Nov 29, 2011




Boy, the judge was not playing the radio with Dr. Conrad Murray when he sentenced him to four years of prison for the involuntary manslaughter of the 'King of Pop'.

(CNN) Dr. Conrad Murray was sentenced Tuesday to four years in jail -- the maximum sentence allowed under the law -- in the death of Michael Jackson.

Judge Michael Pastor, in a lengthy statement delivered before sentencing Murray for involuntary manslaughter, said he felt a significant responsibility to determine the appropriate sentence, utilizing his "sense of fairness and decency."

"There are those who feel Dr. Murray is a saint," he said. "There are those who feel Dr. Murray is the devil. He's neither. He's a human being. He stands convicted of the death of another human being."

Pastor said that while he had considered the entire "book" of Murray's life, he also had "read the book of Michael Jackson's life."

"Regrettably, as far as Dr. Murray is concerned, the most significant chapter, as it relates to this case, is the chapter involving the treatment, or lack of treatment, of Michael Jackson."

Jackson died "not because of an isolated one-off occurrence or incident," Pastor said. "He died because of a totality of circumstances which are directly attributable to Dr. Murray ... because of a series of decisions that Dr. Murray made."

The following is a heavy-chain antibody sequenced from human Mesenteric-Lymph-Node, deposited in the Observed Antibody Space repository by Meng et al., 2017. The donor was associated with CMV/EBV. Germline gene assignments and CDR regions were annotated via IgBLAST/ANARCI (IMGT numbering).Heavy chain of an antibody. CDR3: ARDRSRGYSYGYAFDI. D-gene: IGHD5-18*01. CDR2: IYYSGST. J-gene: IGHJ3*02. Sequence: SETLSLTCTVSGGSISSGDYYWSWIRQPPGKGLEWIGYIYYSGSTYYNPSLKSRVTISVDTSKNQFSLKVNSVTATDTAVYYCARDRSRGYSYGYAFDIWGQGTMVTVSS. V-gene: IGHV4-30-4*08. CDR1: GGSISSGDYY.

Murray, he said, became involved in "a cycle of horrible medicine."

He cited Murray's "pattern of deceit and lies. That pattern was to assist Dr. Murray."

A tape recording of Jackson's slurred voice was Murray's "insurance policy," Pastor said. "It was designed to record his patient surreptitiously at that patient's most vulnerable point. I can't even imagine that happening to any of us because of the horrific violation of trust."

He said he wondered whether that tape would have been offered for sale, had Jackson not died and a rift had developed between the two in the future.

Murray was convicted of involuntary manslaughter three weeks ago after a trial in which prosecutors successfully argued that Murray's reckless use of the surgical anesthetic propofol to help Jackson sleep, without proper monitoring equipment, led to the singer's death.


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